Welcome. One of the conversations I find myself having frequently with loved ones in recent months is about how we experience time passing. Is it plodding, each month seeming, since March, to contain twice as many days? Or is it careening by, a windblown mess of calendar pages left in its dust?
It’s a luxury, to be sure, to have the bandwidth to consider such questions, to think about how we’re managing and making sense of time. Last week, I asked you about the tiny things you do each day that constitute a routine, how you wrangle whatever hours you have at your disposal and try to give them meaning.
Albert in California is baking muffins each morning. Lou in New Jersey does daily drawings. Jean-François, Quebec, kisses his wife first thing. Many are finding routine in yoga, meditation, prayer, walks, caring for plants and pets, drinking coffee outside. Julia, who’s been working to increase production of her own food, spends quality time each day with her chickens. Barbara is trying to “do the next right thing.”
My At Home colleagues are playing games. Ted is losing himself in city simulation video games, where he can control the creation of neighborhoods, transit systems, bus routes, the weather. Frannie plays Trivial Pursuit with her husband, Fishbowl and Codenames online with friends, and the card game Exploding Kittens with her larger family. Jaspal and her husband are building their way through their Lego Architecture sets. “We spend quality time together, working as a team, helping one another complete each step,” she says. “ The end product makes its way onto a bookshelf for us to admire and mark the passage of time.”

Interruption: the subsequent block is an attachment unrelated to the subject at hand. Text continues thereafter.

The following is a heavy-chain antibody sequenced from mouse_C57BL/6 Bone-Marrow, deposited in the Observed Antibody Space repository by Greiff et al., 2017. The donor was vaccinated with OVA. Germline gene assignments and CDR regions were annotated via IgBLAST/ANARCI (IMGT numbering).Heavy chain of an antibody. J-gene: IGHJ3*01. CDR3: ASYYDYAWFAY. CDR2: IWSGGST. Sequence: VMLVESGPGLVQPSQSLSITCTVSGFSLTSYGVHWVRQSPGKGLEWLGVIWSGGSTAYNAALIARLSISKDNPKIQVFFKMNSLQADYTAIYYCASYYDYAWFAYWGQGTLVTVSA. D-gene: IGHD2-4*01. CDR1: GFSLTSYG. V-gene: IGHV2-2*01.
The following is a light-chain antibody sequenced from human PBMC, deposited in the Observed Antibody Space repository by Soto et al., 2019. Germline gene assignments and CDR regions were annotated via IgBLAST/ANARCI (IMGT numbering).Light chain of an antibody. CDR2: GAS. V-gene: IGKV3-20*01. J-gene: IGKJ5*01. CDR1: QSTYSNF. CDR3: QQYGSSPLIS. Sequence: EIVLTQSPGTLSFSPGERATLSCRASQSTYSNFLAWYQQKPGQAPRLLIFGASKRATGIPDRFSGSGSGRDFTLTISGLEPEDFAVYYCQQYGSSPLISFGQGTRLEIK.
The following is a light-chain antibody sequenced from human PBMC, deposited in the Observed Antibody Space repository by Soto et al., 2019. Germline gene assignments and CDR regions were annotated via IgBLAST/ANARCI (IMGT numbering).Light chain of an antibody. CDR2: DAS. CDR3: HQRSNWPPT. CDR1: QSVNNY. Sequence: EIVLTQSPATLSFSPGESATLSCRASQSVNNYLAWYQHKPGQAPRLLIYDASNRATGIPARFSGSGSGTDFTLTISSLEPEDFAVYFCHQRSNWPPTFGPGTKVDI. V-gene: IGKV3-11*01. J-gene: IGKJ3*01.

I like the New York Times crossword puzzle, where reducing my average daily completion times has become a bit of a part-time job. I loved reading about this treasure hunt on Block Island, which put me in mind of the summer scavenger hunts of my youth as well as Midnight Madness, a dizzyingly fun, large-scale puzzle game that used to take place in New York City in August. Teams would stay up all night solving clues, the answers to which would send them dashing off to another location in the city and the site of the next puzzle. My team never came close to winning, but we loved playing because the game offered what all good games do: diversion, challenge, small victories, catharsis.
How to deal.
Meet Doug Leen, the “Ranger of the Lost Art” for the national parks. He’s made it his life’s work to locate, restore and reproduce the silk-screened posters created for 13 parks and monuments in the 1930s and ’40s by Works Progress Administration artists.
Feeling a little wilted lately? On Wednesday, August 26 at 5:30 p.m. E.T., join our beauty and Well columnist Bee Shapiro; the reporter Danya Issawi; the wellness influencer Marcus Bridgewater, a.k.a. “Garden Marcus”; and the chef Angela Dimayuga for “Happy Garden, Healthy You.” The “mini-staycation” includes meditation, skincare tips, and a lesson in the basics of gardening. RSVP here.
And Parul Sehgal says Elena Ferrante’s new novel, “The Lying Life of Adults,” is “suspenseful and propulsive; in style and theme, a sibling to her previous books.”